The last few miles were a series of thoughts running through my head about just wanting to be done but at the same time being sad that I only had a few miles left.  I heard Chris shouting but wasn’t listening – I was quietly retreating into that place in my head where I go to hide from pain.  Nothing else mattered but seeing the next mile marker.  The next aid station.  I couldn’t drink enough water or get enough ice.  I got passed by another girl in my age group bumping me down to 9th place.  Each street passed slowly – Henry, Kalani, Hualalai and finally: Alii Drive.

Any regret about the last 10K fades as I approach the finish.  There is nothing like running the final ½ mile down Alii Drive.  The crowd is lined thick and makes a tunnel towards the finish line.  They are all shouting my name, clapping, the cheers are deafening.  I cross the line in 10:22:02 and 9th in my age group.  Arms up and a giant smile spreads across  my face.  It was the only thing I could think to do and was 100 percent genuine.  It was a year’s worth of work, sacrifice and making it happen day after day – no matter how many times I was woken up during the night, how many people told me I was crazy, how many pounds I still had left to lose.  I did it.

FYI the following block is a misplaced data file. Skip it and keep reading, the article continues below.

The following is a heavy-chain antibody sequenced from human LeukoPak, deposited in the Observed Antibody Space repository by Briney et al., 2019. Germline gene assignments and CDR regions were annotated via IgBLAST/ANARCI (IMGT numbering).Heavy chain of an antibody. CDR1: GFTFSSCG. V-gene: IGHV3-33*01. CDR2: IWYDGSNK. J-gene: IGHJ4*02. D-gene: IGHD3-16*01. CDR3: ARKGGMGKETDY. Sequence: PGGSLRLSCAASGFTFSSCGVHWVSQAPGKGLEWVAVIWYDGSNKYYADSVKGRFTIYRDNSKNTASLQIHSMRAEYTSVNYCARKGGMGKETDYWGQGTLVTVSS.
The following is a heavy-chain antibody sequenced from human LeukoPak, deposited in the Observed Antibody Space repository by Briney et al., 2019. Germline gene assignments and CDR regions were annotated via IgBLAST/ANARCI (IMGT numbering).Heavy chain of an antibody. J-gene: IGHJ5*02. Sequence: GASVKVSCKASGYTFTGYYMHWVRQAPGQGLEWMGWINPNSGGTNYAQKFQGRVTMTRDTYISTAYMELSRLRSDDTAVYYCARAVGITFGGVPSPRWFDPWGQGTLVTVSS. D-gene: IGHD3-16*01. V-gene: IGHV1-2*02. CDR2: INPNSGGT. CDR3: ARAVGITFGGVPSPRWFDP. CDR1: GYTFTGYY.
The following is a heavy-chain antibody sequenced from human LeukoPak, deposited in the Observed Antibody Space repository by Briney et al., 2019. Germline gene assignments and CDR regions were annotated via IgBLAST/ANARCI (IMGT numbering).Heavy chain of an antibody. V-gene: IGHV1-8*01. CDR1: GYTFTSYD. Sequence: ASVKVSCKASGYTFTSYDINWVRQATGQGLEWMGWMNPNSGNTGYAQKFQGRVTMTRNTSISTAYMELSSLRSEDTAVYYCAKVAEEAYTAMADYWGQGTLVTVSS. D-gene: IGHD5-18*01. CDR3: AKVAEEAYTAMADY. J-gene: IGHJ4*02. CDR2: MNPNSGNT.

After the race, I am greeted by two catchers.  I was thirsty, hot and wanted to sit down.  A woman pours cold water over my head.  Finally the catchers pass me over to Sherpa Thomas.  He takes me to the back to sit down.  I can’t do it – he has to assist me.  Dr. Nuts appears soon after to take me to the bathroom.  I considered it a huge victory that I did not poop all day.  But after the race – that’s a different story.

My feet are throbbing and I cannot walk by myself.  Dr. Nuts piggy backs me to my family.  I tell my mom that I never want to do another Ironman.  She reminds me of a photo I took 4 years ago saying the same thing.  Using the stroller as my walker, I make my way back to the car.  The short walk feels like forever.